PaRag’uutateng culurtaarait. - Sometimes they beach their boat.
Most fishermen who know Alutiiq words are familiar with culu’ulluku, a term that means to beach your boat. Whether intentional or accidental, beaching is an age-old way of reaching the shore. In classical Alutiiq society, paddlers who wished to bring their skin-covered qayat or angyat to land would select an appropriate beach, wait for the right wave to carry them landward, and use special strokes to pull their boats safely through the surf. Archaeologists note that many ancient coastal villages were built behind a good landing beach: a protected length of sand or gravel shoreline.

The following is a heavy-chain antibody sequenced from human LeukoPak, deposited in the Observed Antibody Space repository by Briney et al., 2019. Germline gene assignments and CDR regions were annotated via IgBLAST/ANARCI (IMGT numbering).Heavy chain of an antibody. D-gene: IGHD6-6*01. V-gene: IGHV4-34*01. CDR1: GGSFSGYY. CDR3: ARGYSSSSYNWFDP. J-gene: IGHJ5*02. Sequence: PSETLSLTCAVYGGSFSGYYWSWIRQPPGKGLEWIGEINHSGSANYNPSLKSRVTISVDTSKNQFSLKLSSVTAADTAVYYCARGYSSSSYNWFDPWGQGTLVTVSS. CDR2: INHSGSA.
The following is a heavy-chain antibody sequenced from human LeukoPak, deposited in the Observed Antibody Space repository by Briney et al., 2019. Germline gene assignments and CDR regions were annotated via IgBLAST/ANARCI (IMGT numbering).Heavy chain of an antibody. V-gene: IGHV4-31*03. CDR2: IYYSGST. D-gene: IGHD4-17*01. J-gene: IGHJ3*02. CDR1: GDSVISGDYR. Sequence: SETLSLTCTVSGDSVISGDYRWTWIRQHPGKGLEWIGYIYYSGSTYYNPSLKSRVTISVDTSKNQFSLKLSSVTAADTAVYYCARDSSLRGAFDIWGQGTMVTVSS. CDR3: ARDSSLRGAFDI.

While beaching a boat is a convenient way to unload, it can also be an important safety choice. By bringing your boat to land in a storm, you can avoid being smashed against rocks and thrown into the water. This was a particular concern in the past, when Alutiiq hunters paddled lightweight, skin-covered boats that could easily be torn by the jagged slate that lies along Kodiak’s shores. Kayakers who couldn’t get to shore in a storm lashed their boats together to create a raft or tied inflated sea mammal stomachs to each side of their boats to improve stability.
Photo: Sunken boat, Whale Pass, 1968. Courtey Tim and Norman Smith.